The stock market has been trading at record highs, but experts believe that could soon be coming to an end. Major investors say there could be a stock market collapse in our near future.
But before you cash out your 401(k) and other investments, it’s important to understand exactly how their stock market predictions would affect you.
Here’s what financial experts are saying about the economy and what you can do to protect yourself.
5 experts make startling stock market predictions
Five financial experts – all who predicted the collapse of 2008 – believe we’re facing serious declines. Some say it will be the biggest crash of our lifetime and millions will lose money.
Tim Forester, chief investment officer at Forester Capital Management: He believes the 2008 crisis was caused by one industry’s failure: housing. This time, he says that all industry sectors are overvalued – no one sector is considered safe.
Jim Rogers, professional investor: Rogers says this collapse is imminent. With our national debt so high, he believes it will be more difficult for the government to help recovery efforts.
Marc Faber, Swiss investor: Faber believes that asset holders could lose as much as 50 percent.
Bill Gross, manager of Janus Henderson Global Unconstrained Bond Fund: Gross believes investors have stretched themselves too thin. Increased debt will hurt the nation’s productivity, worsening the recession.
Rob Arnott, founder of Research Affiliates: Arnott says American investors have forgotten how much risk there is with the market. One small shift could wreck it all.
If their predictions are correct, we could be facing one of history’s most severe recessions.
How to prepare
The experts’ stock market predictions are serious, but that doesn’t mean you should panic. For one thing, they could be wrong; financial experts have made mistakes before. However, it’s still a good idea to prepare for the worst and hope for the best.
Here are a few ways you can protect yourself in case there is a recession:
1. Prioritize an emergency fund
If there are layoffs, a six-month emergency fund can help you keep up with your expenses while you search for a new job. Having a cash reserve means you can afford the essentials.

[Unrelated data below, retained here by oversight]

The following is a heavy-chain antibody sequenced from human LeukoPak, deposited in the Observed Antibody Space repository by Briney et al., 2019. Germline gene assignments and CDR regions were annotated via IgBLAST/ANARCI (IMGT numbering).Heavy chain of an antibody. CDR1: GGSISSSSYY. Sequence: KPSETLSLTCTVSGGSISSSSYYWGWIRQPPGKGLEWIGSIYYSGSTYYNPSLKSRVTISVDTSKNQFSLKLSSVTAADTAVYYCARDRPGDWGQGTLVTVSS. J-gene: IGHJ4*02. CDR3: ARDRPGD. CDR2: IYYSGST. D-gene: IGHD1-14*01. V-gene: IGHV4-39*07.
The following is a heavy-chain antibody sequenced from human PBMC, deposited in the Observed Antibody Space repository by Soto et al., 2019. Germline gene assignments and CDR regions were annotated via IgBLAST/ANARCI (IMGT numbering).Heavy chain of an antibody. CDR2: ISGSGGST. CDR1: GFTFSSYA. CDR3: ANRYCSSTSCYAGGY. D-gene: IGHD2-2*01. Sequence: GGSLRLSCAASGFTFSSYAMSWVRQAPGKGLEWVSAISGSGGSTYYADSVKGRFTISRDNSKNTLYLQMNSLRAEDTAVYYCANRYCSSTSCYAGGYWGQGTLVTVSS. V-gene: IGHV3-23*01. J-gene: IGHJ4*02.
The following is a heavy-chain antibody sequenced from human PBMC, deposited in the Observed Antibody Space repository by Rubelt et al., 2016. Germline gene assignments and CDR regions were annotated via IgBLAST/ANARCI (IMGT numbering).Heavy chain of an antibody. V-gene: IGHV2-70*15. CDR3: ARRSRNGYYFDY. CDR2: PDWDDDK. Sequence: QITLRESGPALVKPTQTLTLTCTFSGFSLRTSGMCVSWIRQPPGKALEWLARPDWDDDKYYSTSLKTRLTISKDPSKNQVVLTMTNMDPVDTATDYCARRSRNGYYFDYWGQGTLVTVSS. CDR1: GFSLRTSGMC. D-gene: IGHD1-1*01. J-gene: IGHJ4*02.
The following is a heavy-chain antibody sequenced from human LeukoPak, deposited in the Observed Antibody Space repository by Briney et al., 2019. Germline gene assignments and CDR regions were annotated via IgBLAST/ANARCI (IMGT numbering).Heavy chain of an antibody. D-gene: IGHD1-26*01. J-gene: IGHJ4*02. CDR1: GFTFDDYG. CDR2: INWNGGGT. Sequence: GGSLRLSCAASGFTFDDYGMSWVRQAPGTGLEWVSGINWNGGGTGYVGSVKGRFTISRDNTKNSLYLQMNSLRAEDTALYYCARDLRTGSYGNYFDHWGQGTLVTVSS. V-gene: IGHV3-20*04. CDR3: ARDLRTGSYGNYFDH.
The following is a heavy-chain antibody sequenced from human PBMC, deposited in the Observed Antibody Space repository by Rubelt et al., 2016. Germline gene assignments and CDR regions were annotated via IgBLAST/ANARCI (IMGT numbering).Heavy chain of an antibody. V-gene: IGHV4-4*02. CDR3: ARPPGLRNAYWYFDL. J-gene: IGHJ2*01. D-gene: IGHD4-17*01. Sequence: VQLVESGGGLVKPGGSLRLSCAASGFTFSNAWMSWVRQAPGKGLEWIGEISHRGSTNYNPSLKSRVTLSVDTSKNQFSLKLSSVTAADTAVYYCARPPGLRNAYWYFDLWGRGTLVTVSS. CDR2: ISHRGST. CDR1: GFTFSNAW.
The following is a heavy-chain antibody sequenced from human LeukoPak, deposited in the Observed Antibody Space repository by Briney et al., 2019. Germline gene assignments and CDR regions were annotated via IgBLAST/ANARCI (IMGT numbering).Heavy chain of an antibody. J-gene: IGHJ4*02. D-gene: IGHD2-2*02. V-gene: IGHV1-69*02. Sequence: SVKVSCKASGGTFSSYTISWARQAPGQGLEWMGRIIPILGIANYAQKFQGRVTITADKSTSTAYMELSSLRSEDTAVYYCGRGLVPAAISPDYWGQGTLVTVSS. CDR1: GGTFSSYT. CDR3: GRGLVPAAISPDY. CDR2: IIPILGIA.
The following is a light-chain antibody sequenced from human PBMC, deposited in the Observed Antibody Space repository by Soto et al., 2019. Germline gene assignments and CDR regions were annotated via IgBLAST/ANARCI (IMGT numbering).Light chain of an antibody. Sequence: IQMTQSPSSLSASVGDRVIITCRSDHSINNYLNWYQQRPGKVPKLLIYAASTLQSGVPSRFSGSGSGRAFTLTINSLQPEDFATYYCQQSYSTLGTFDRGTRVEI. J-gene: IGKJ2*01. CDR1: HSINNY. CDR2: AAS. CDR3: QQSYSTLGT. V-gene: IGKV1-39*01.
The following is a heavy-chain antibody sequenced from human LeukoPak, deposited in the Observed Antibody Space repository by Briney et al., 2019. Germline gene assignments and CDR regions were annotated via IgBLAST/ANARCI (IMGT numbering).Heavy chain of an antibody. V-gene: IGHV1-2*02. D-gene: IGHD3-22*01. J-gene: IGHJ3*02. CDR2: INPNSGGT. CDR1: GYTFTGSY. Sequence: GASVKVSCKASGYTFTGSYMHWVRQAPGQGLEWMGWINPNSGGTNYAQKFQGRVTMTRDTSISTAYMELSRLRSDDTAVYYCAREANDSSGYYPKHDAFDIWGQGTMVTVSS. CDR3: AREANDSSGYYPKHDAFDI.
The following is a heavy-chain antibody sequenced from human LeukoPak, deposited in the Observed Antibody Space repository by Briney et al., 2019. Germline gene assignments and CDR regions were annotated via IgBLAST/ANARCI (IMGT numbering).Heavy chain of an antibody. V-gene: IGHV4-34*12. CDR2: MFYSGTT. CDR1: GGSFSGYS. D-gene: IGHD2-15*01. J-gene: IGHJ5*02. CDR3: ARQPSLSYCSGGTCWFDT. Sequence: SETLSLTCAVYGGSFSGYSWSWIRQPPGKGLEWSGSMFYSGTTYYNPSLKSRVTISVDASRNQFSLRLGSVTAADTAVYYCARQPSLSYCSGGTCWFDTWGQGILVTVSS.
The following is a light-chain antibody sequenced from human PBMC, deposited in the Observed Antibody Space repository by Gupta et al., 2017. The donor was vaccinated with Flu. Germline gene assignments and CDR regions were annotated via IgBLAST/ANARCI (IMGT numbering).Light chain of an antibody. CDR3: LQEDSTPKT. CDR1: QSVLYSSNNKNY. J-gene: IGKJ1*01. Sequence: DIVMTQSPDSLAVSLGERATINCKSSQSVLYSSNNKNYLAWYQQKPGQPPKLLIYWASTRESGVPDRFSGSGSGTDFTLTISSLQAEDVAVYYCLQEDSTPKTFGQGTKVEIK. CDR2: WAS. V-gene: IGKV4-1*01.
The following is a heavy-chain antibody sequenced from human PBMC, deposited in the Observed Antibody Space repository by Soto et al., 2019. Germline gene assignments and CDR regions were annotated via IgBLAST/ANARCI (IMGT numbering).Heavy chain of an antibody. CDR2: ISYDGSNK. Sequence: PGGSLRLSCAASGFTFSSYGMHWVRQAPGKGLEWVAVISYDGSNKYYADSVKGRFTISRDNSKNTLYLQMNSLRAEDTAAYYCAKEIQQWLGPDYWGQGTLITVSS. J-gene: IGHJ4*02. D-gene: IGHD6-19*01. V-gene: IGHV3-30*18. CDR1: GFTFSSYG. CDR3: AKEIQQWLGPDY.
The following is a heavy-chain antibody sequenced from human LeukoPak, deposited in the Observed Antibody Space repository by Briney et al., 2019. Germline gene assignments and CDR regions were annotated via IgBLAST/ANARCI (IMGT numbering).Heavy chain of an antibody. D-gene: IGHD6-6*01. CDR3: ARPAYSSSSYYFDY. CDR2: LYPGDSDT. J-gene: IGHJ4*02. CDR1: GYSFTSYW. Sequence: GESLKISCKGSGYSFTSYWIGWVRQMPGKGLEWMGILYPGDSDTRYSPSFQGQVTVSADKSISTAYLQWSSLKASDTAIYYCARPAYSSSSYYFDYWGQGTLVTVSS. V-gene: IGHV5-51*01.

If you don’t have an emergency fund, start saving now – save as much as you can each month. While building a six-month fund can sound overwhelming, starting small will help you build a strong foundation.
2. Evaluate your portfolio
Check your portfolio investments and consider changing how you invest.
For example, instead of buying individual stocks, you may want to spread out your money by investing in index funds. That way, you can invest in many different companies at once. With an index fund, you won’t lose everything if one company goes south.
3. Keep investing
While you might be tempted to empty out your retirement fund or stop contributing to your nest egg, it’s important that you keep investing.
For young investors, a recession can hurt in the immediate future, but it actually could help you in the long-term.
If the stock market does crash, your monthly contributions to your 401(k) or other investment vehicles can go further. Stocks will be cheaper, so you’ll be able to buy more. Your portfolio may drop in value, but if you keep investing consistently, you could get dramatic returns when the market eventually recovers.
4. Make all of your payments on time
If a recession does occur, access to credit will likely become more difficult. When things get tough, banks and lending companies become more cautious about giving out loans or new credit cards.
That means only those with excellent credit will be able to get credit lines with reasonable interest rates. Those with average or poor credit scores will have to pay high interest rates, and that’s if they’re approved for a loan at all.
You can help protect your credit by making all of your payments on time. Even if you only can afford to pay the minimum right now, making timely payments will ensure your credit score doesn’t take a hit.
5. Diversify your income
Many of the people hurt the worst in the 2008 recession had just one source of income: their full-time jobs. That meant that if they were laid off, they had no more money coming in. Millions exhausted their savings and even had to sell their homes.
You can help prevent the same from happening to you by having multiple income streams. You can supplement your full-time job with earnings from a side hustle (or three) and forms of passive income. That way, if you are let go, you have other sources of money to tide you over until you’re back on your feet.
While hearing dire stock market predictions can be scary, it doesn’t mean you should cash out your investments. By continuing to save and investing consistently, you can weather the market changes.
For more information about the stock market, check out the beginner’s guide to investing.
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